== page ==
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In the wake of the decision by the ICC to entrust the administration of international cricket to the Big Three-England, Australia and India, it is of great interest to see how the current three-match series between South Africa and Australia will play out, particularly as South Africa-excluded from the controlling triumvirate-are present holders of the No. 1 ranking in Test cricket and would be eager to restrain the Aussies who have created a strong resurgence by beating England humiliatingly 5-nil only a couple of weeks ago. The exclusion of South Africa within the major sphere of decision making has to be an outrageous anomaly explainable only in money making terms. Biggest revenues accruing from gates and attendant television receipts lie with England, Australia and India, with the last named country favoured by lopsided spectator attendances.

There was an element of nervousness impelled by off-field circumstances. South Africa won the toss and strangely did not decide to bat in the opening test at Centurion Park. This proved critical. After the early break through which saw Australia on 98 for four, their fortunes were restored by Shaun Marsh whose 148 justified the selectors' decision to recall him to replace Shane Watson who was injured in warm-up proceedings. Equally significant, too, was Steve Smith's 100 in the 5th wicket partnership with Marsh realizing 233 runs. Try as the South African bowling machine may, they failed to restrain the Aussies from posting an encouraging first innings of 397 in 122 overs.

Round one then went resoundingly to Australia and Michael Clarke and his men proved how tenacious they can be when once getting their teeth into a game. Another thing, it proves difficult to resist perhaps the fastest bowler in world cricket-Mitchell Johnson. He continued where he left off against England and was awesomely devastating with seven for 68, making short work of the South African captain Graeme Smith, McLaren and A.B. De Villiers in the top order. Only De Villiers with 91 looked capable and unafraid of Johnson's torrid pace, late swing and hostility. He was the sole shining star amid the ruins of 206 all out and justified claim laid on him as the best batsman playing the game at present.

Australia proceeded to disallow any way back for their opponents, and opener David Warner smashed his way to 115 to enable declaration on 290 for four wickets and offer the daunting target of 482. The conclusion was a foregone one. South Africa bundled out for 200 in 60 overs, leaving Mitchell Johnson to beat his chest with five for 59 and a match haul of 12 for 127 and the automatic Man of the Match accolade.

Australia had wreaked havoc, dominating the match as much by their batsmen attacking the South African bowlers as by the quelling effect of Johnson's thunderbolts. The winning margin was 281-executed in less than a full four days and with thunderous authority. The series standing is at 1-nil to Australia.

Five days later on 20th February, a moment of truth faced South Africa, and their manner of coming to grips with this should be instructive to a hopeful side like West Indies. At Port Elizabeth they appreciated the enormity of the task, batted first and accumulated 423 in 151 overs.

The South African batting hierarchy appreciated the dire need to subdue Johnson at all costs, not to attack him unduly but to tame him by applying a smothering layer of defense to blunt his cutting edge. Result was Dean Elgar 83, Du Plessis 55, Duminy 123 and De Villiers 116 had defused Johnson rather admirably even though off spinner Nathan Lyon filled the breach with five for 130. It was quite a tactical victory.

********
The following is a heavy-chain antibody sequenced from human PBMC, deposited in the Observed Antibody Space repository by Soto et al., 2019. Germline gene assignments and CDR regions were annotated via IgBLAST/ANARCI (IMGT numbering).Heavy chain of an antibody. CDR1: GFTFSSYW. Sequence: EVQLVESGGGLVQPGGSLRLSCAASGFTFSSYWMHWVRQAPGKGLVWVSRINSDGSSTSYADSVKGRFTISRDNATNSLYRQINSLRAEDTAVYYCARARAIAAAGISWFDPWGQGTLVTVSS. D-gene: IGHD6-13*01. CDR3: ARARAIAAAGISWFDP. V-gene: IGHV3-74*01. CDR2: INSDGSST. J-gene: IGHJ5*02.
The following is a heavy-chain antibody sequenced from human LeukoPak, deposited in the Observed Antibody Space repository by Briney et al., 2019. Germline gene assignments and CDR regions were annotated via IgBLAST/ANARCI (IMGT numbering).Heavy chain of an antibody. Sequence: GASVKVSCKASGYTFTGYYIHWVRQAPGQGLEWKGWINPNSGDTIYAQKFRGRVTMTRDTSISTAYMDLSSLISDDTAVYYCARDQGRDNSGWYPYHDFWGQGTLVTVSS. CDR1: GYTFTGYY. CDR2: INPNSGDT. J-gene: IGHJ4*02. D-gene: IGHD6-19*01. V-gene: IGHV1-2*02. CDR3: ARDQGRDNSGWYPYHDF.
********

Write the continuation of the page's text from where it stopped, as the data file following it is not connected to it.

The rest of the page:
In its wake Australia was hammered into submission: 246 all out, with Warner 70, Smith 49 not effective enough against the pace of Morne Morkel 3 for 6, Vernon Phillander 3 for 68.

Leading by 177, the Springboks amassed 270 for 5 before declaring on the strength of Hashim Amla's 127 not out. The target offered Australia was 448 and achieving this would be a formidable world record.

A defiant opening partnership of 126 by left handers Warner, 66 (from 73 balls) and Christ Rogers whose 107 helped to hold up South Africa's winning effort, all came to no avail as 10 wickets collapsed for 90 runs. Dale Steyn underlined his rating as the most consistently effective pace bowler with 5 for 59 to add to his other 4-wicket haul of the first Test.

It is a matter of the 3-match series standing level at 1-all-and, above all, South Africa taking the match in four days, establishing a psychological equality of coming on par with their major adversaries, and all to play for in the upcoming third Test decider.

What can West Indies learn from this? They should at least digest fully that Test cricket is serious business. That if you do not have the fire power to bowl out your opponents twice, you should bat resolutely for the best you can get out of the match-at least an honourable draw. But the batting must be predicated on a highly valued resolve to elevate the performance standard. South African displayed the true mettle of world champions, and theirs is an approach and outlook for everyone else to follow. Test cricket should always be very serious business-all the time. Incidentally, we recall the magnificent effort of Nicolas Pooran for West Indies in the quarter final of the Under 19 World Cup in Dubai against Australia. He scored 143 in a losing battle, but he showed much of the grit and determination so often lacking in the West Indies senior side. All concerned should take note.


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